Obama sets himself a high political bar

The economic stimulus bill is his first big test in replacing ‘old habits’ with less partisanship in Washington.

Pablo Martinez Monsivais/AP
Senate leaders: A lot is at stake for Republican Mitch McConnell (above) and Democrat Harry Reid (below) as Congress and the White House sort out their relationship. The future of both political parties is in the balance as well, and the first big test could be the economic stimulus bill, the largest spending measure in United States history.
Ron Edmonds/AP

President Obama did not win a single Republican vote in the House of Representatives for his giant economic stimulus bill this week. So does that mean he wasted his time reaching out, to an unusual degree, to Republicans?

Not yet, anyway. By making very public overtures – traveling to Capitol Hill, inviting Republican members to the White House more than once, including to a cocktail party after Wednesday’s vote – he has already distinguished his administration sharply from those in recent memory, analysts say. And he’s begun work on the difficult task of remaking the highly partisan culture of Washington, as promised in his campaign.

Mr. Obama himself has stated that “old habits die hard,” and he seemed unperturbed, at least in public, that he failed to gain any Republican votes.

But his administration also knows that the House vote is just the opening act in a multi-act drama that will play out well into next month in this high-stakes effort to address a sinking economy.

“There’s definitely a longer-term strategy here,” with all this outreach by Obama, says Norman Ornstein, a resident scholar at the American Enterprise Institute. “And it’s going to be interesting to see in the end if the Republicans get nervous enough that the final vote is a different one.”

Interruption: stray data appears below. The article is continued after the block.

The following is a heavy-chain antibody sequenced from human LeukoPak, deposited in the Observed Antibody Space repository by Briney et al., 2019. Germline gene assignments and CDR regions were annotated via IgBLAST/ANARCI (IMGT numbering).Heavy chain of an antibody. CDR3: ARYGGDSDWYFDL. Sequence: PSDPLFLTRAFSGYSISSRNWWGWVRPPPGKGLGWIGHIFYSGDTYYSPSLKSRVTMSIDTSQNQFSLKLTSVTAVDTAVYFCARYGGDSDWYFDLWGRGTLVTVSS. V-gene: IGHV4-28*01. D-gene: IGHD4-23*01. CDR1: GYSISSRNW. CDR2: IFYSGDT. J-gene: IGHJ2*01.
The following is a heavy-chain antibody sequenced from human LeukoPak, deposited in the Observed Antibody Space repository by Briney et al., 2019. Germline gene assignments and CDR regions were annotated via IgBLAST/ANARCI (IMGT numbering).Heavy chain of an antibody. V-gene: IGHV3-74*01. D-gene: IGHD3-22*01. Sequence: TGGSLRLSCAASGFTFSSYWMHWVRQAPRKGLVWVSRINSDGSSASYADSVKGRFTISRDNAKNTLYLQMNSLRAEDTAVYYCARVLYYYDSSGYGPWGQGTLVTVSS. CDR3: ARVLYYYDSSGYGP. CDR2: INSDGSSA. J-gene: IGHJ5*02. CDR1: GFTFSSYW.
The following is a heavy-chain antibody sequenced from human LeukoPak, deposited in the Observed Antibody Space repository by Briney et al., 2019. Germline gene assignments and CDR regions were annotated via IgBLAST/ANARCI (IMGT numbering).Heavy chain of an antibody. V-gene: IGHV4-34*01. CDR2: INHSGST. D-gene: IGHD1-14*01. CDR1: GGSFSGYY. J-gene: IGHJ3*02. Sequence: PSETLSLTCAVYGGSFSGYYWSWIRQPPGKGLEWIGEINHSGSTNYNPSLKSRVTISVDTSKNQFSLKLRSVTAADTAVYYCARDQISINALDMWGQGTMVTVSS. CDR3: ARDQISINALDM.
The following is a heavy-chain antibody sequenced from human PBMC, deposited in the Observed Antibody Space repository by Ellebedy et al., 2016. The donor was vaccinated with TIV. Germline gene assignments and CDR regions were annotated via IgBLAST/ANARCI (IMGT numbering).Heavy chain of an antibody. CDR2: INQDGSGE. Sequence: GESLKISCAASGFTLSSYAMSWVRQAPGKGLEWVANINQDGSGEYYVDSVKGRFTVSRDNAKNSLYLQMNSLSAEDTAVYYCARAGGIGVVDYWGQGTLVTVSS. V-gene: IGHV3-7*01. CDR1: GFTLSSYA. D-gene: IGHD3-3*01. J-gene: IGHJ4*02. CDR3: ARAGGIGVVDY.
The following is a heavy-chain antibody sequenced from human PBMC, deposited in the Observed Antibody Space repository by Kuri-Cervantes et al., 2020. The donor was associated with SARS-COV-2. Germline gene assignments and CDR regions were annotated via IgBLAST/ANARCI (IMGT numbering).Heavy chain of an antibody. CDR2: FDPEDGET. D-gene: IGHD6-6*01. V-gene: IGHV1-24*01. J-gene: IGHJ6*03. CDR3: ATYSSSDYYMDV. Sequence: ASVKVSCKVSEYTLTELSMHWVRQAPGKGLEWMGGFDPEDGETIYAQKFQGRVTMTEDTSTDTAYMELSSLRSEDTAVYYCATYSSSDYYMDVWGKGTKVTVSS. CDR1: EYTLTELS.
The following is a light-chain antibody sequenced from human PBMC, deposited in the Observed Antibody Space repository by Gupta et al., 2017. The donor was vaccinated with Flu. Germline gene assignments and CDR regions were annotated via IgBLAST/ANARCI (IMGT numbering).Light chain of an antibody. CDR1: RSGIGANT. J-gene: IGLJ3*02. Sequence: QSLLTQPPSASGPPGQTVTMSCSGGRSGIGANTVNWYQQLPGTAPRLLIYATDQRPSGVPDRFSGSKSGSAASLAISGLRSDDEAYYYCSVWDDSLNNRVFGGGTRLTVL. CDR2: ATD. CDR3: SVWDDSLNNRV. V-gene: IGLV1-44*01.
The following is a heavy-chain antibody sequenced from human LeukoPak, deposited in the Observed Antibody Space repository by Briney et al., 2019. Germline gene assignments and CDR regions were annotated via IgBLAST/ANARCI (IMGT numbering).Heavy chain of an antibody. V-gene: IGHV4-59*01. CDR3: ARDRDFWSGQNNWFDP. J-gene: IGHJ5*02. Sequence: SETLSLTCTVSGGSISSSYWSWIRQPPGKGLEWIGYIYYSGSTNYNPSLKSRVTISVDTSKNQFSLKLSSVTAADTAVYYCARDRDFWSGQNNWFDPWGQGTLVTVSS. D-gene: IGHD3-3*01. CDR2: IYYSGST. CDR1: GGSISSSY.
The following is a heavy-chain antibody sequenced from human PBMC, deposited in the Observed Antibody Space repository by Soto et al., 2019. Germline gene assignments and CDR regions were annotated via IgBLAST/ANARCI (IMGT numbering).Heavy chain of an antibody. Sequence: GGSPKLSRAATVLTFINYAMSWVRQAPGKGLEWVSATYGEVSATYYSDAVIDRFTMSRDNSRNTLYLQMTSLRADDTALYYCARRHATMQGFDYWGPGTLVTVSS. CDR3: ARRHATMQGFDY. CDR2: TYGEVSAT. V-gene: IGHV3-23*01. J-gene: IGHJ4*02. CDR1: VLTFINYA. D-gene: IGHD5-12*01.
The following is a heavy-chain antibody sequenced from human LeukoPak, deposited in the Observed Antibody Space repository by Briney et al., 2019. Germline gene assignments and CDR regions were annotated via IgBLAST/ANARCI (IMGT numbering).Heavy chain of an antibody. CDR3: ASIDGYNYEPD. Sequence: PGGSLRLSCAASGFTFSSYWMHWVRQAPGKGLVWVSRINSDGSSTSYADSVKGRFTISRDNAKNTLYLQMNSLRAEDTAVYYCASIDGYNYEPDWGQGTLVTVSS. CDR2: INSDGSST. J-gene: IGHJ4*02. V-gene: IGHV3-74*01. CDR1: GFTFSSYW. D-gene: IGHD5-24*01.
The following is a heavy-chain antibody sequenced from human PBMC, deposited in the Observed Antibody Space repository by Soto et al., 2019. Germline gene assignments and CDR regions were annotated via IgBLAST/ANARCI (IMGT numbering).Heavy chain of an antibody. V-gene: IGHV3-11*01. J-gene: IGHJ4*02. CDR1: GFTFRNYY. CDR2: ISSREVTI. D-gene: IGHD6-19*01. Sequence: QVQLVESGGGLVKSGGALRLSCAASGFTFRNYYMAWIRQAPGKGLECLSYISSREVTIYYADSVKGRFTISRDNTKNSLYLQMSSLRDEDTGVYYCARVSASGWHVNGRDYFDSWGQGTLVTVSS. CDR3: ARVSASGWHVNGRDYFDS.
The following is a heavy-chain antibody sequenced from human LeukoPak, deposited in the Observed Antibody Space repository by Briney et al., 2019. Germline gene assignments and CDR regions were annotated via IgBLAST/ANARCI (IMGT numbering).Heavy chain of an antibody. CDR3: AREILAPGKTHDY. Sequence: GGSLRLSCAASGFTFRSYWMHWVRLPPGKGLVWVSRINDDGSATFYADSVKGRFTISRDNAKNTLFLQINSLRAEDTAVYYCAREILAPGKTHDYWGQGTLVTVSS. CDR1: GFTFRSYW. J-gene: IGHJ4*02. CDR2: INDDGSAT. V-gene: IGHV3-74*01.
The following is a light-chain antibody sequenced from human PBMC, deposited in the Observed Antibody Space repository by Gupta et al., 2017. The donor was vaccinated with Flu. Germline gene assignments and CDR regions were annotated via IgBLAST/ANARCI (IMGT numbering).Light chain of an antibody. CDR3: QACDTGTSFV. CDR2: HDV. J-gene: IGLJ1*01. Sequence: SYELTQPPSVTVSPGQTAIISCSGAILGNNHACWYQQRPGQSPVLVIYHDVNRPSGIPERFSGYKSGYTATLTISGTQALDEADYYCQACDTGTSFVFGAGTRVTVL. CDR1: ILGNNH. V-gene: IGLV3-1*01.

There are risks for all concerned.

Obama will ultimately sign some sort of stimulus legislation, given the Democrats’ strength in Congress. But if it fails to get the economy back on solid footing,

Obama will lose his luster with the public. Congressional Democrats, not all that popular as a group, will miss an opportunity to boost their image.

If most Republicans continue to vote “no,” they risk looking like naysayers at a time when their party is trying to regain its image as a party of ideas.

House Republicans did put forth their own stimulus plan, but with the knowledge that the Democratic plan was where the action is. House Republican leaders also telegraphed a disinterest in Obama’s overtures by instructing their members to vote no even before the president went to Capitol Hill on Tuesday.

The Democratic plan contains tax cuts - $275 billion worth, or about a third of the package – which Republicans like, in principle, though they object to the fact that some low-income workers who don’t pay income tax would get money back anyway.

They would also like the tax cuts to be bigger. And Republicans complain that the spending portion of the bill contains money for special projects that they believe will do little for the economy in the short term and will have questionable long-term economic benefit.